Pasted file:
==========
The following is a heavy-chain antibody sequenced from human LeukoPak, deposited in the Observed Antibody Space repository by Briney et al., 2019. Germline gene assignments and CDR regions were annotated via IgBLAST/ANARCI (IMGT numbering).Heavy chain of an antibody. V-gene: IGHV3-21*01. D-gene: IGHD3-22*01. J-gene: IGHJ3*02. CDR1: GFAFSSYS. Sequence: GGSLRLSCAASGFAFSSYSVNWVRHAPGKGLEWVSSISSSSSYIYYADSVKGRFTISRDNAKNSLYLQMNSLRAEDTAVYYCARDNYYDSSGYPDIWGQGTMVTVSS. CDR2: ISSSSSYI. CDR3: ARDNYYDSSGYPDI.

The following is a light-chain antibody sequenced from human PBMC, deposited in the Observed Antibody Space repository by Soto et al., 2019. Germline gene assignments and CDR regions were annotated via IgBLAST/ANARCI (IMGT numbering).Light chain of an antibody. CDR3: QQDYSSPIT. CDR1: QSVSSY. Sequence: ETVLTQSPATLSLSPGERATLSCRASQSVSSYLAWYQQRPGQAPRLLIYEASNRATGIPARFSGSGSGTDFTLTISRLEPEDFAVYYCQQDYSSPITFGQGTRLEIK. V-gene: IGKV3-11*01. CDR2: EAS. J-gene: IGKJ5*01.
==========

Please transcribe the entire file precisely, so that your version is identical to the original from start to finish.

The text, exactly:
The following is a heavy-chain antibody sequenced from human LeukoPak, deposited in the Observed Antibody Space repository by Briney et al., 2019. Germline gene assignments and CDR regions were annotated via IgBLAST/ANARCI (IMGT numbering).Heavy chain of an antibody. V-gene: IGHV3-21*01. D-gene: IGHD3-22*01. J-gene: IGHJ3*02. CDR1: GFAFSSYS. Sequence: GGSLRLSCAASGFAFSSYSVNWVRHAPGKGLEWVSSISSSSSYIYYADSVKGRFTISRDNAKNSLYLQMNSLRAEDTAVYYCARDNYYDSSGYPDIWGQGTMVTVSS. CDR2: ISSSSSYI. CDR3: ARDNYYDSSGYPDI.

The following is a light-chain antibody sequenced from human PBMC, deposited in the Observed Antibody Space repository by Soto et al., 2019. Germline gene assignments and CDR regions were annotated via IgBLAST/ANARCI (IMGT numbering).Light chain of an antibody. CDR3: QQDYSSPIT. CDR1: QSVSSY. Sequence: ETVLTQSPATLSLSPGERATLSCRASQSVSSYLAWYQQRPGQAPRLLIYEASNRATGIPARFSGSGSGTDFTLTISRLEPEDFAVYYCQQDYSSPITFGQGTRLEIK. V-gene: IGKV3-11*01. CDR2: EAS. J-gene: IGKJ5*01.